The literature search generated 5,062 articles in which 176 studies met the
inclusion criteria for the final literature review. Australian studies were scarce compared
to other developed countries. Also, just few articles made attempt to examine
decarbonisation under climate change. The ARDL model estimates and GCMs simulation
of future electricity demand under CV&C show that Australia had an upward sloping
climate-response functions, resulting to an increase in electricity demand. However, the
researcher identified an annual increase in projected electricity demand for states and
territory in Australia, which calls for the need to scale up RET.
The LEAP model results showed substantial impacts on energy demand, as well as
impacts on power sector efficiency. Under the BAU scenario, CV&C will result in an
increase in energy demand by 72 PJ and 150 PJ in the residential and commercial sectors,
respectively. Induced temperature enlarges the non-climate BAU demand, which will
increase threefold before 2050. Under the non-climate BAU, there is an expansion of
installed capacity to 81.8 GW generating 524.6 TWh. Due to CV&C impacts, power output declines by 59 TWh and 157 TWh in Representative Concentration Pathways (RCP) 4.5
and 8.5 climate scenarios. This leads to an increase in generation costs by 10% from the
base year, but a decrease in sales revenue by 8% and 21% in RCP 4.5 and RCP 8.5,
respectively. The LEAP-OSeMOSYS model suggests renewables and battery storage
systems as least-cost option. However, the configuration varied across Australia. Carbon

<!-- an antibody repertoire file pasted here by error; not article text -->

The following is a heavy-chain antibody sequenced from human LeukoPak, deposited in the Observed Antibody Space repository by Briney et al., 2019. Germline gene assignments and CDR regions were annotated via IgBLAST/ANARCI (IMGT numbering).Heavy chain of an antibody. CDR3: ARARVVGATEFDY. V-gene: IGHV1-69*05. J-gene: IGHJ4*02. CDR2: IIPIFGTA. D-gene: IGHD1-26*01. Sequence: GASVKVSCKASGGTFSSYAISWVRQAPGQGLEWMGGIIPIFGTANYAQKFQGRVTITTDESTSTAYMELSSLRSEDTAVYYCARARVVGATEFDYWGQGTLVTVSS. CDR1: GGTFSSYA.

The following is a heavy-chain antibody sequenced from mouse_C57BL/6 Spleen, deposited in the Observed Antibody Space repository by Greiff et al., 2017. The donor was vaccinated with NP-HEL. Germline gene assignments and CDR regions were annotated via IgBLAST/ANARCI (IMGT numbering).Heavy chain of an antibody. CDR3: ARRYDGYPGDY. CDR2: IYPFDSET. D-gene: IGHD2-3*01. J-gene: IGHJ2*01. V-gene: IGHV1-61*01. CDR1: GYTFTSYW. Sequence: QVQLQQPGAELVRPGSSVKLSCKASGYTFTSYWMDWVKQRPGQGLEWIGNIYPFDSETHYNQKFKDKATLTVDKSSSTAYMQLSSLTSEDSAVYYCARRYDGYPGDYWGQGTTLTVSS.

tax policy was observed to be effective in reducing Australia’s emission and foster huge
economic benefits when compared to the current emission reduction target policy in the
country. Also, renewable energy technologies increase electricity sales and decrease fuel
cost better than fossil fuel dominated scenarios.
Data from this study reveals that seasonal electricity demand in Australia will be
influenced by warmer temperatures. Also, the study identified the possibility of winter
peaking which is somewhat higher than summer peak demand in some states located in
the southern regions of Australia. However, winter peaking is projected to decline by midcentury across the RCPs, while summer peak load is projected to increase, thereby,
causing power companies to expand their generation capacity which may become
underutilised. Owing to increase in cooling requirements up to 2050, policy uncertainties
analysis recommend renewables to match an increasing future electricity demand.
The energy model indicates that ignoring the influence of CV&C may result in
severe economic implications which range from increased demand, higher fuel cost, loss
in revenue from decreased power output, as well as increased environmental
externalities. The study concludes that policy options to reduce energy demand and GHG
emissions under climate change may be expensive on the short-run, though, may likely
secure long-run benefits in cost savings and emission reductions. It is envisaged that this
could provide power sector management with initiatives that could be used to overcome
cost ineffectiveness of short-term cost. The modelling results makes a case for renewable energy in Australia as lower demand for energy and increased electricity generation from renewable energy source presents a win-win case for Australia.